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Isom Center, Arts Council and Southern Foodways Celebrates Cabbagetown

photo courtesy of Kerry Lurcasse
photo courtesy of Kerry Lurcasse

The Southern Foodways Alliance and Sarah Isom Center are partnering to host “Cabbagetown: a Retrospective on Space and Place” at the Powerhouse on Thursday, March 19th at 7:00 p.m. This event is free and open to the public.

Cabbagetown was a town for workers in the textile industry towards the end of the nineteenth-century. The citizens were mostly offspring of dwellers in the Appalachians who came down to work for the Fulton Bag and Cotton Mill. In 1978 the Mill closed but the workers and their children and grandchildren considered the neighborhood their home. The sentiment didn’t hold Atlanta government from selling the property.

Decades later in early 90s the neighborhood was a haven to aspiring artists and musicians. Atlanta’s counter-culture music scene welcomed bands such as Smoke, Opal Foxx Quartet and the Rock*A*Teens. Singers like Cat Power’s Chan Marshall and Kelly Hogan also actively contributed the scene.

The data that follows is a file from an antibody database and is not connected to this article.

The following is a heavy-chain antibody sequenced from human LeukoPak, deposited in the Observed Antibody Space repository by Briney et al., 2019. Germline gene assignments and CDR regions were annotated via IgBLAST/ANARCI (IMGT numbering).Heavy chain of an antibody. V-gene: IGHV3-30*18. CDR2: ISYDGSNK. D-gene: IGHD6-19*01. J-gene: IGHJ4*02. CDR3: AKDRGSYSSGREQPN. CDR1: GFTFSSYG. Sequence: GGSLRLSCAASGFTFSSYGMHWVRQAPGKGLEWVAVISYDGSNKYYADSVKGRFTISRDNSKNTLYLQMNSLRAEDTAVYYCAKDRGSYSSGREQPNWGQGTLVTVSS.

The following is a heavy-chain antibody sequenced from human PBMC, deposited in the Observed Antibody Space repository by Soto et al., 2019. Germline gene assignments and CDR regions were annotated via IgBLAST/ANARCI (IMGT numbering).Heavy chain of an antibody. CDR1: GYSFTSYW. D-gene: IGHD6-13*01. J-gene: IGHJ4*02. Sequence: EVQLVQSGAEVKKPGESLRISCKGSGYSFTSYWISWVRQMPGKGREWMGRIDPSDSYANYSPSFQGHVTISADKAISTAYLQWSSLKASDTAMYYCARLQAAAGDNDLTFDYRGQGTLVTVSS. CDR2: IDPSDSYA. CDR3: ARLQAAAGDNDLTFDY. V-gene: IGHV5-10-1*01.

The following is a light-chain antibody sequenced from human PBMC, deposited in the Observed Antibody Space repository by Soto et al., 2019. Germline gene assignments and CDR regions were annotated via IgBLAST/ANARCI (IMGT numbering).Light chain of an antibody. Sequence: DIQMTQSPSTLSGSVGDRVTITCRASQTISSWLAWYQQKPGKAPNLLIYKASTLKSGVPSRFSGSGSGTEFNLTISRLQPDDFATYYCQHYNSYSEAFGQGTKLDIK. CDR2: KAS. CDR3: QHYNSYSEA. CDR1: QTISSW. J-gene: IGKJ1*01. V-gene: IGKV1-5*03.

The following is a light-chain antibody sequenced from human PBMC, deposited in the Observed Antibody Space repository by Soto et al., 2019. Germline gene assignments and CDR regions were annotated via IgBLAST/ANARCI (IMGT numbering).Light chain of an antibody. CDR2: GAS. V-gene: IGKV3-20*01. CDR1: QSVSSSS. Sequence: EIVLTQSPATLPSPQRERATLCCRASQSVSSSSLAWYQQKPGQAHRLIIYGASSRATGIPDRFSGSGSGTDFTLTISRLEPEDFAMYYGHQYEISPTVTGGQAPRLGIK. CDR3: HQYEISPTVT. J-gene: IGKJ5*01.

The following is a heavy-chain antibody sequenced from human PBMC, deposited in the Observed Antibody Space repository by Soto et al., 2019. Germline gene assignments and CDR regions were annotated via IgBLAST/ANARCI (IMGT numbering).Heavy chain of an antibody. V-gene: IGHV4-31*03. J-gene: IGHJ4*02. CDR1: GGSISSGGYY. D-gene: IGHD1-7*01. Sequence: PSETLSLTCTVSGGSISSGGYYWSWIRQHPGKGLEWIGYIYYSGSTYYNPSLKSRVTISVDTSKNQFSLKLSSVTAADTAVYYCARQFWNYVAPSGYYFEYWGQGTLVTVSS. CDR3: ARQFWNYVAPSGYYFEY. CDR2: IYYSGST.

Cabbagetown’s narrative showcases social, economic and cultural influences on demographic changes. The music was an accepted space for society’s outcasts. An example is Benjamin Smoke, the front vocalist for Opal Foxx Quartet and later Smoke post-demise of some of the band members from the quartet. Smoke himself grew up in Cabbagetown where he was free to express himself outside of society’s accepted norms which led to his influence on counterculture in the South.

Here is a video by smokescreened’s channel featuring an unpolished track from Smoke’s album My Lover the Matador, Hot Pearl Button.

Even then Cabbagetown was seen as an unsafe place due to its placement outside of social norms. With each change the neighborhood faced uncomfortable questions and discussions as class, gender and race and sexuality and foodways intersected in the passing times. A look at Cabbagetown’s history reveals a long series of events that arose from such demographic changes from social, economical and cultural influences.

The Powerhosue will have a photography exhibit by Oraien Catledge, a native Mississippian who documented the Cabbagetown neighborhood and its people from the late 1970s through the early 1990s. There will be a screening of the documentary Benjamin Smoke (2000). The documentary is an intimate exploration of the band Smoke and its members. Smoke member Bill Taft will perform his music live.

Poet Caroline Young, a longtime member of the community, will read. Geographer Edward H. Davis, co-author of the forthcoming book Collards: A Southern Tradition from Seed to Table, will discuss foodways and place, focusing on the humble ingredient that gave Cabbagetown its name. Chef Corbin Evans of Oxford Canteen will have a themed food tasting.

Information courtesy of Sarah Isom Center

Callie Daniels is a staff writer for HottyToddy.com. She can be reached by callie.daniels@hottytoddy.com.

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